- Editor's note: Alex Pentland's next book, Social Physics: How Ideas Turn Into Actions will be published in January 2014 by Penguin Press.
- Today's cities and governments still operate according to principles developed two centuries ago, during the industrial revolution. To address 21st-century problems such as exploding population growth and climate change, we need new thinking.
- Big data can deliver that thinking. The digital bread crumbs we leave behind as we go about our daily lives—which reveal more about us than anything we choose to disclose—provide a powerful tool for tackling social problems.
- Yet concerns about misuse of this information are valid. Before data mining can deliver a healthier, more prosperous society, we need a New Deal on Data that gives individuals far more control over their information than they have today.
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By the middle of the 19th century, rapid urban growth spurred by the industrial revolution had created urgent social and environmental problems. Cities responded by building centralized networks to deliver clean water, energy and safe food; to enable commerce, facilitate transportation and maintain order; and to provide access to health care and energy. Today these century-plus-old solutions are increasingly inadequate. Many of our cities are jammed with traffic. Our political institutions are deadlocked. In addition, we face a host of new challenges—most notably, feeding and housing a population set to grow by two billion people while simultaneously preventing the worst impacts of global warming.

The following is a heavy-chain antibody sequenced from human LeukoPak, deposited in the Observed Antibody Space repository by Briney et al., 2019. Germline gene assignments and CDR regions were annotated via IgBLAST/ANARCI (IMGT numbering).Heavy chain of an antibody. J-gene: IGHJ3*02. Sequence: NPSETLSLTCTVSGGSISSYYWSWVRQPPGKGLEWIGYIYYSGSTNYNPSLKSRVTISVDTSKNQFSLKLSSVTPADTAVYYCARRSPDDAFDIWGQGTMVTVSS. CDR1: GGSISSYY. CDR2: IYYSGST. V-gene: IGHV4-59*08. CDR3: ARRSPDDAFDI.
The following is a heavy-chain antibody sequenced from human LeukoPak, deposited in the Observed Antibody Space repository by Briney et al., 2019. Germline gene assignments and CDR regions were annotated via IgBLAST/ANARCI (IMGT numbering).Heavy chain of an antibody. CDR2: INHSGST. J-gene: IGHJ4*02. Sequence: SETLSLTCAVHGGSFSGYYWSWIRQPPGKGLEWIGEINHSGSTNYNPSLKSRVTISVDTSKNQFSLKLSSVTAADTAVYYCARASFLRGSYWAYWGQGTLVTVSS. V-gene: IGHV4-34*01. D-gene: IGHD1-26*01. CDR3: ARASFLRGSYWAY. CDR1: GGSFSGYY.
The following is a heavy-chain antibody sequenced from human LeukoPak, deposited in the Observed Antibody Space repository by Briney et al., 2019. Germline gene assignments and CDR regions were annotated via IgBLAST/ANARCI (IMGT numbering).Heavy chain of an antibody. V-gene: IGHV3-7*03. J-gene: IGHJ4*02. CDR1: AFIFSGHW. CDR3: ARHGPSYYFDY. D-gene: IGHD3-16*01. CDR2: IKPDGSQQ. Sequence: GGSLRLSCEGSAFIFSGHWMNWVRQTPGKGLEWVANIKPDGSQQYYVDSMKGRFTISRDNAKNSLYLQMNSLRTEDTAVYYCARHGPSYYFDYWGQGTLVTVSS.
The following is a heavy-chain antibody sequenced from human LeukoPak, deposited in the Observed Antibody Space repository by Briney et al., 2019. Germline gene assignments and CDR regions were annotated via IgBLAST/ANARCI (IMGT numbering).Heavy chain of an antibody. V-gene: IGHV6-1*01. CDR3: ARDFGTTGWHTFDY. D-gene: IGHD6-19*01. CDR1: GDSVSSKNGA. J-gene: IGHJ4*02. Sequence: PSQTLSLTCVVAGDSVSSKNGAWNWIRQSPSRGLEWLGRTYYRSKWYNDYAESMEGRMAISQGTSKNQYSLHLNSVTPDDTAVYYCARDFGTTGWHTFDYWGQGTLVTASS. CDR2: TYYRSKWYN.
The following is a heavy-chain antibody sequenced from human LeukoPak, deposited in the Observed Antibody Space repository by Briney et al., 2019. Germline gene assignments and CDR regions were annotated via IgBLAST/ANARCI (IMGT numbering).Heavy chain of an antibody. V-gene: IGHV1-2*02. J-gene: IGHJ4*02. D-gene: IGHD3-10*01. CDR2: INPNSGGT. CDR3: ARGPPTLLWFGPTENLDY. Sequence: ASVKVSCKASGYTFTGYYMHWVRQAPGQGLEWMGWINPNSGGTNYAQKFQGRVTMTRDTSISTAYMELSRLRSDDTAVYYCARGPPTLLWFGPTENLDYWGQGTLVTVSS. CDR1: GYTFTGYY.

Such uniquely 21st-century problems demand 21st-century thinking. Yet many economists and social scientists still think about social systems using Enlightenment-era concepts such as markets and classes—simplified models that reduce societal interactions to rules or algorithms while ignoring the behavior of individual human beings. We need to go deeper, to take into account the fine-grained details of societal interactions. The tool known as big data gives us the means to do that.
This article was originally published with the title The Data-Driven Society.